There we go with our second day. We’re reporting late, as usual, but it’s never too late for fun. Friday was a busy day. Thursday ended up late and, as exciting as Friday is, at 8 in the morning we are still half asleep.Our program today consists of a quirky combination of tender coming-of-age, LGTB and classic horror.
The day could not start with more different alternatives. On the one hand, My Animal running at Tramuntana, is a provocative LGTBQ+ lycanthropic coming-of-age, original and ambitious. On the other side, right at the same place where Caligula was seen yesterday practicing the most outrageous perversions, today we are witnesses of the most tender story. The new classic of Ghibli Studios, Miyazaki’s The Boy and The Heron runs at Auditori and takes the audience in a fantastic ride that a younger me could hardly imagine.
Only a few stories could make a better start, preparing the ground for the next one. This time a well-claimed one: Wake-Up. Tramuntana is full and the atmosphere is warm, ecstatic. It is a hot Friday afternoon and the audience is ready to applaud even before the initial credits have started. Afterwards we follow a group of Gen Z activists in a political protest that will end up in a bloodshed. The collective Roadkill Superstars sign a story that does not hesitate to leave statements, yet putting entertainment at the first place. The point is clear: society is terror and blood is blood. We go out happy, eyes wide open.
For the next ones, the day continues with young and quirky ways. Next two films focus on the younger ones, nonetheless the perspective could not be more different. While Retiro screens Heavies Tendres animation, my colleague runs to Club Zero, a dystopian movie set in an elite high school. Downtown cinema Prado screens the first one. Heavies Tendres is a local one based on the homonymous animation series by Juanjo Sáez. This one is simple, minimalistic. But at the same time it’s not. With easy traces and uncomplicated designs, Heavies Tendres offers a warm and sometimes heartbreaking coming-of-age following a teenage friendship forged by heavy metal. It oozes emotions from the most little details. Subtle and beautiful, intertwines Iron Maiden with Truffaut and French underground comic for a heartwarming story about innocence and love. My colleague’s choice at Auditori, Club Zero, could not be more different of course. Dystopian, fun and to the point.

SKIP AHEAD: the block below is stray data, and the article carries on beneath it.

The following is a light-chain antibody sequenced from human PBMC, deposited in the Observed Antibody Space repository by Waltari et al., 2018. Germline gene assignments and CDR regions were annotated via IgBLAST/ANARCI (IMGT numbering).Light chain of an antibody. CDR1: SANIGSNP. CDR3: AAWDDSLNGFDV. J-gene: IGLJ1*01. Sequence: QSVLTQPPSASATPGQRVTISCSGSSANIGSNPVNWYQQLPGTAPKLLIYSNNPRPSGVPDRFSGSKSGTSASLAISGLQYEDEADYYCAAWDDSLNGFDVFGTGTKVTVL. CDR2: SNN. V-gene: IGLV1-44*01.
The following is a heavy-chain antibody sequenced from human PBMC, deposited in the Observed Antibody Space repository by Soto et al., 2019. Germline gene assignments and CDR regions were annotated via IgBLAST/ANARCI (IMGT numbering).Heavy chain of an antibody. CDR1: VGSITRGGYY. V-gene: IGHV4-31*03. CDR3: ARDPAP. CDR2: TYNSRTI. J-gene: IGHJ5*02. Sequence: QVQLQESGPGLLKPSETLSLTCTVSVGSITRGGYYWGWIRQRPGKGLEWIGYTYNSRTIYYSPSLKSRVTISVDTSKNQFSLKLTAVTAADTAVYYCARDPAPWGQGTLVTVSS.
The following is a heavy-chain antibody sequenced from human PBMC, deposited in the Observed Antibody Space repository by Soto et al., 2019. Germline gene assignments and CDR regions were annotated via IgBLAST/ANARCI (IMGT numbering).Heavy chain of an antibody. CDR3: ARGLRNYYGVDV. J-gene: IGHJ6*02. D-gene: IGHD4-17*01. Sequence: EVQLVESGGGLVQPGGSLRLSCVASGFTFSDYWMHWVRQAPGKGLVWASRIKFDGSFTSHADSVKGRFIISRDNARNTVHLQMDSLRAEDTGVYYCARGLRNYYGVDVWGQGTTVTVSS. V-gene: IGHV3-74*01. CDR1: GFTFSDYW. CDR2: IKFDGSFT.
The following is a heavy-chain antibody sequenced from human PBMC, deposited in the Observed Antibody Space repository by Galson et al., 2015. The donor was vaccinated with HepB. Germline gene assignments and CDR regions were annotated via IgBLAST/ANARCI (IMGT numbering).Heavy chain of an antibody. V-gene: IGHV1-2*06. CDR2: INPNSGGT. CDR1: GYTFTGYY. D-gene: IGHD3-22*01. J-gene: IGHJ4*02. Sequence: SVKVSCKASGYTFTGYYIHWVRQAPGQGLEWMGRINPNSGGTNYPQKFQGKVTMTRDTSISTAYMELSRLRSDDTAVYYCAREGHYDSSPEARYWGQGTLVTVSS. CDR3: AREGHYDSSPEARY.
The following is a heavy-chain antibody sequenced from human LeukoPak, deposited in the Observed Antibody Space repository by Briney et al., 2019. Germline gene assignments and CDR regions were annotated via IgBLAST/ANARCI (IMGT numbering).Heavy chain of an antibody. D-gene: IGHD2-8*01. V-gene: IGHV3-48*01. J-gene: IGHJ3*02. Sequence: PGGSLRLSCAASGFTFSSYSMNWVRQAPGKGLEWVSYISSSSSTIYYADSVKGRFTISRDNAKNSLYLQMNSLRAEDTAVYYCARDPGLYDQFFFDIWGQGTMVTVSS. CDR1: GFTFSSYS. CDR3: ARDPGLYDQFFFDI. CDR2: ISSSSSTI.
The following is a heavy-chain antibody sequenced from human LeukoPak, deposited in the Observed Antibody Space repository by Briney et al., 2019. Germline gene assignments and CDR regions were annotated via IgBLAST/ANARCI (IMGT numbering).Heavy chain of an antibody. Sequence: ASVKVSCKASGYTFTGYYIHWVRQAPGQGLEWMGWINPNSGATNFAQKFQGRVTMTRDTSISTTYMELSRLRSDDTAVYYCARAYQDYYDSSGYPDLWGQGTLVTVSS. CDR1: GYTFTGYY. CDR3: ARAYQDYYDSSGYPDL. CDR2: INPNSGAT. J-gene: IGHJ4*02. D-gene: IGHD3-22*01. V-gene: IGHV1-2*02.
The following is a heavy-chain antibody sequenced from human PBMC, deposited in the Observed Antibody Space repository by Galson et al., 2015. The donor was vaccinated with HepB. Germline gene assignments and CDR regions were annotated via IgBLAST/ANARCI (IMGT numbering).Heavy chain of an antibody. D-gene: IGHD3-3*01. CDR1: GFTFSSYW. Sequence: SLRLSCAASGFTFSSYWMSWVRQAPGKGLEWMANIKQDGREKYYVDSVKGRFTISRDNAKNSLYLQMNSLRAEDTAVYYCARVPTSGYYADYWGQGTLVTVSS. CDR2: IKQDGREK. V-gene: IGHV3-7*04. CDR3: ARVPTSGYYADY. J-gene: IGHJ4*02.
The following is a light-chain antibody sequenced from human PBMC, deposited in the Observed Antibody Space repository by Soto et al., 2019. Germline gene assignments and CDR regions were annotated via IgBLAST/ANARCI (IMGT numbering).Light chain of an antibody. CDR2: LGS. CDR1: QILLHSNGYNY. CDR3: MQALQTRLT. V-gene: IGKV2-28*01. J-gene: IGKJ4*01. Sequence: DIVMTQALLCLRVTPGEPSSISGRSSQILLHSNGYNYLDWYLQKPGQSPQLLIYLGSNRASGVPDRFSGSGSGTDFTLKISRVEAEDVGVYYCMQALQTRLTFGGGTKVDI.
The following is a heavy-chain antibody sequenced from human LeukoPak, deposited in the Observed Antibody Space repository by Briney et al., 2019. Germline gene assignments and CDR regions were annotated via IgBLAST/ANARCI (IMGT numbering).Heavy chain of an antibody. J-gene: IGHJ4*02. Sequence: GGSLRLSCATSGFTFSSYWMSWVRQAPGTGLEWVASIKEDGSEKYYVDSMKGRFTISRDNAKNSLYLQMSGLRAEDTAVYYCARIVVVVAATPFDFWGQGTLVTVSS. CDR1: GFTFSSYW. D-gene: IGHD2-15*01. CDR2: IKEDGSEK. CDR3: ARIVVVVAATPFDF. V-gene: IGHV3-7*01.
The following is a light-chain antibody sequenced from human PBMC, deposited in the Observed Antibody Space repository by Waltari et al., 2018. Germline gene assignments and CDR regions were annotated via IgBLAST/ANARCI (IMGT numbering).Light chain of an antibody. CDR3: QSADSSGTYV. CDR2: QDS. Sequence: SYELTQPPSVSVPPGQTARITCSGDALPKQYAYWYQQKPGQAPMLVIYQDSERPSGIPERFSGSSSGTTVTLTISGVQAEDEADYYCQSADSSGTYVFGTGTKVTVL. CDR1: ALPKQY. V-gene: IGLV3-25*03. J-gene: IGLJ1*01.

The day is getting dark as the screenings end, but we still have time for one. One that could not be missed. Yesterday Paco Plaza presented his new movie at Auditori, today he does it at the classic cinema Retiro and the audience applauds right from the start, because this one is the good one. Sister Death is a classic supernatural one. The story of a novice and her protege at religious boarding school, combining the religious theme with a Spanish civil war for a story that might not be innovative, but solid and well-done. Some cheeky references and jokes put the ice on the cake to finish the day in a great mood.
The screen fades out and now the day is gone. We have barely eaten and are starving. But let’s wait until tomorrow. There will be more.